The product page for Zimmermann’s luminosity ruffle gown has all the ingredients needed for a single view of stock. Built into its clean and stylistic interface are the capabilities for customers to have 360-views of the product, which sizes and colors are available, the ability to find the product in a store, and how to contact the brand for further assistance. The customer service team will be equipped with the relevant stock data to help customers with issues around availability and placing orders.
So, what is the current state of single view of stock across retail? A report by Retail Week found that 49% of retailers have a single view of stock in real time, up from 40% in 2022. The same amount of retailers have a single view of stock but not in real time (29%).
With just over half of all retailers failing to have a single view of stock in real time, there is still some way to go before we see full market coverage. Those that are able to see the full picture are receiving the key benefits.
Key benefits of a single view of stock
Enhanced customer experience: providing choice and convenience during the discovery phase of the customer journey significantly influences conversion rates.
Improved internal operations: equipping staff with the ability to assist customers in person, over the phone, or on social media leads to better service and increased sales.
Loyalty and reliability: maintaining reliable and always-available inventory fosters customer loyalty, encouraging repeat purchases.
Margin optimisation: accurate inventory visibility enables merchandisers to identify underselling or overselling scenarios, ensuring optimal stock levels, and avoiding order cancellations.
Real-time inventory decision making: accurate and up-to-date inventory data across all channels and locations empowers businesses to make more informed decisions and future demand planning.
Reducing cost to serve & sustainability: with high demand in the UK for warehouse space, retailers can utilise their stores as fulfilment centres, helping to reduce cost to serve, offer quick delivery options, and also reduce their carbon footprint.
How Tryzens empowers a single view of stock
Tryzens offers expertise in order management and provides solutions to address the inventory visibility challenge, enabling retailers to achieve a single view of stock. Because we develop and implement tailored solutions for each of our partners, our platform-agnostic approach means that we fit the retailer with the right technology, not force the technology on the retailer.
Tryzens provides high-level OMS consulting and strategy insights to set the foundations for tailored solutions. We also carry out OMS implementations using some of the best-of-breed platforms on the market, including Fluent Commerce, NewStore, OneStock, and Salesforce Order Management.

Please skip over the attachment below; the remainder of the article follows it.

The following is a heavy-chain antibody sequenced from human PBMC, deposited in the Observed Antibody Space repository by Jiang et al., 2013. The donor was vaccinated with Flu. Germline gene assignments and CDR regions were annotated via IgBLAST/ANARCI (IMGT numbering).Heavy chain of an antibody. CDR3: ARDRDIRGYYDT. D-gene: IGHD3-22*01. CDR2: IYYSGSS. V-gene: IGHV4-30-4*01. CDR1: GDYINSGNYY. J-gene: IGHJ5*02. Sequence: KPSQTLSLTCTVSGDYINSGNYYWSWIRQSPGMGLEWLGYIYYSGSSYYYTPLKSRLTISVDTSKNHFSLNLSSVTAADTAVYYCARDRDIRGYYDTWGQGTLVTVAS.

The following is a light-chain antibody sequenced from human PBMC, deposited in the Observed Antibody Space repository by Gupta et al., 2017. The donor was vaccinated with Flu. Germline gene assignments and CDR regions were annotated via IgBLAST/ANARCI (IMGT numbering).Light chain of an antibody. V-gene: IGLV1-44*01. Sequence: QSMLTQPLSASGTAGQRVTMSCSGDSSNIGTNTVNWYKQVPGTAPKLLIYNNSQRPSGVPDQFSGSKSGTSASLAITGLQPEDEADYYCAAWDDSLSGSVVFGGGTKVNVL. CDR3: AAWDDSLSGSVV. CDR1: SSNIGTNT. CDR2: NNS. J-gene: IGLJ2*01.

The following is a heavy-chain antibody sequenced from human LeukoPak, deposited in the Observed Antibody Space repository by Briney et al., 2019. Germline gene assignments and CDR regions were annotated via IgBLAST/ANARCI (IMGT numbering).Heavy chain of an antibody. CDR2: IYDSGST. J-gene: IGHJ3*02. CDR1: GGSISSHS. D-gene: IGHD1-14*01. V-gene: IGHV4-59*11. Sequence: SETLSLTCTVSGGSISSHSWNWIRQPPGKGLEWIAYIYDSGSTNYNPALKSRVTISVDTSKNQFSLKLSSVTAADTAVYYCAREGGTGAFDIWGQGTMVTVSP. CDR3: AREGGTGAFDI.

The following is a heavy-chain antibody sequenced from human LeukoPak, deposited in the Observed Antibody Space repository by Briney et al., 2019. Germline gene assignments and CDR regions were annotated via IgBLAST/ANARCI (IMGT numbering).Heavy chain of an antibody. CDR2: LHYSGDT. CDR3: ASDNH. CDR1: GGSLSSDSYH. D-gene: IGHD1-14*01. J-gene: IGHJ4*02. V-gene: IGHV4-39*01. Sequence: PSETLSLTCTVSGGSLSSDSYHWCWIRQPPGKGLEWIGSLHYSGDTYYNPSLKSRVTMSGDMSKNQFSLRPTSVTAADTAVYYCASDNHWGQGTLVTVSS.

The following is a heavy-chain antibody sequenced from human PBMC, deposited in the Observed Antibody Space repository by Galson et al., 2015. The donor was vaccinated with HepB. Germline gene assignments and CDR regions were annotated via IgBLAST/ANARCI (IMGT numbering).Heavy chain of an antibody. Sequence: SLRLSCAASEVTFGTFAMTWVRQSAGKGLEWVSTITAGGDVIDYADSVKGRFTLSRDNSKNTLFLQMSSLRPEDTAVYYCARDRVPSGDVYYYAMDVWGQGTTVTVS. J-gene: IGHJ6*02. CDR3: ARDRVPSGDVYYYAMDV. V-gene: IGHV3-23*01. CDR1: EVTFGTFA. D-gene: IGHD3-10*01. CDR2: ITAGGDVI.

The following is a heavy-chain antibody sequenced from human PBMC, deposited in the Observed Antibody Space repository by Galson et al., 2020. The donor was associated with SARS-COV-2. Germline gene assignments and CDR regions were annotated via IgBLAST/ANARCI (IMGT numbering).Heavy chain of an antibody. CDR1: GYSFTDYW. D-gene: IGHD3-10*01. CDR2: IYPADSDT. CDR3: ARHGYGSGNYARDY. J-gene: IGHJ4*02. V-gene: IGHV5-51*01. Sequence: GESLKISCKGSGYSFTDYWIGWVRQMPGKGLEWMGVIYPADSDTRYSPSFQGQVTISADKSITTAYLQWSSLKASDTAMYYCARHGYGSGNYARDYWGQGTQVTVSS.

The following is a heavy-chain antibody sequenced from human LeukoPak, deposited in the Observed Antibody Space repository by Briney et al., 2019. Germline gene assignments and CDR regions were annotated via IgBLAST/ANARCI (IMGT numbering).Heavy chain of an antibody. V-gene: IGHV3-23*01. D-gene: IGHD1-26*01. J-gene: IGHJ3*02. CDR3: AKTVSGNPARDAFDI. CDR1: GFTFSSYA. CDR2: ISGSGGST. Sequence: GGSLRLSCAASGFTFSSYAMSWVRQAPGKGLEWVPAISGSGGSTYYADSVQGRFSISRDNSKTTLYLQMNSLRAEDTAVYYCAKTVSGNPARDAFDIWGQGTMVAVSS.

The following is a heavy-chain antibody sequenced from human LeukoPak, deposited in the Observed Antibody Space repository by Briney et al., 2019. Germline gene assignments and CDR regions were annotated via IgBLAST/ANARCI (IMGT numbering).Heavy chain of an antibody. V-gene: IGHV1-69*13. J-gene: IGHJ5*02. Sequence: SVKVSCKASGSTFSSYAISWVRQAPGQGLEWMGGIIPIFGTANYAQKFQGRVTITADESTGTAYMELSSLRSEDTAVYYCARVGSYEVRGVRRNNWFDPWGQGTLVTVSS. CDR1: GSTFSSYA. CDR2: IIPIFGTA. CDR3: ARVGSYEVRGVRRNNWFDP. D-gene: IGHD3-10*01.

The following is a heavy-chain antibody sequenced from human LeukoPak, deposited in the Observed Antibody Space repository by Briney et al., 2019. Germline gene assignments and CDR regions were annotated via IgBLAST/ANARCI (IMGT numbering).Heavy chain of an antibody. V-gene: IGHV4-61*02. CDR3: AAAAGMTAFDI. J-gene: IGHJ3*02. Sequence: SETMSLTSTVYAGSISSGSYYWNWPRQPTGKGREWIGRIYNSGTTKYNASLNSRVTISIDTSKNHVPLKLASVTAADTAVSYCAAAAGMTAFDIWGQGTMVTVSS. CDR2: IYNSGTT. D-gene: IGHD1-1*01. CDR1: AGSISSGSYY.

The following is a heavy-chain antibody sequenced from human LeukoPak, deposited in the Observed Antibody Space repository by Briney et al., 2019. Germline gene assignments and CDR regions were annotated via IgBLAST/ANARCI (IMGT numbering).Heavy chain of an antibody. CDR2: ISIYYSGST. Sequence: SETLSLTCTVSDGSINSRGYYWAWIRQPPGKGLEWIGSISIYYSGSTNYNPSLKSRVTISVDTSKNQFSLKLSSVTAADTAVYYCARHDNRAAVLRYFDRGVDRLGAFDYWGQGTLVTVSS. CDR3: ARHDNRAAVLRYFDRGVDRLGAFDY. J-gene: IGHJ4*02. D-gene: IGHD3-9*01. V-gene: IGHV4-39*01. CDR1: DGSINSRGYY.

We’re currently helping a global specialist in fashion footwear and accessories develop its order management capabilities. It operates a national network of stores and sells across other channels: dropshipping, concession, marketplaces, and wholesale. This set-up puts particular focus on the brand’s omnichannel strategy and international growth.
The well-known brand partnered with Tryzens to implement an order management system that would provide:
Increased product utilisation
Lower cost to serve
A single view of inventory across its touchpoints
Improved customer experience that could drive loyalty
Our approach to the OMS project involves two phases: consulting on high-level business requirements and a detailed discovery.
Tryzens consulting involves helping to shape the OMS business requirements and understand the capabilities of suitable OMS vendors. We also executed both request for information (RFI) and request for proposal (RFP) processes, enabling downselection and award to the appropriate vendor.
In the second phase, Tryzens led a detailed discovery by gathering low-level functional requirements across OMS-related business processes, operations, project and change management, ecosystem and integrations, order orchestrations and servicing.
When retailers are able to overcome the long-standing challenge of inventory visibility, they can drive their organisations toward greater operational efficiency and improved customer experience, key levers of revenue growth in the current business landscape.
With the right strategy in place, powered by the best-fit technologies, retailers are able to see the full view when it comes to stock, helping to solve one of the oldest problems in retail. If you’re looking to implement a new OMS or optimise your current one, connect with Tryzens.
Share on social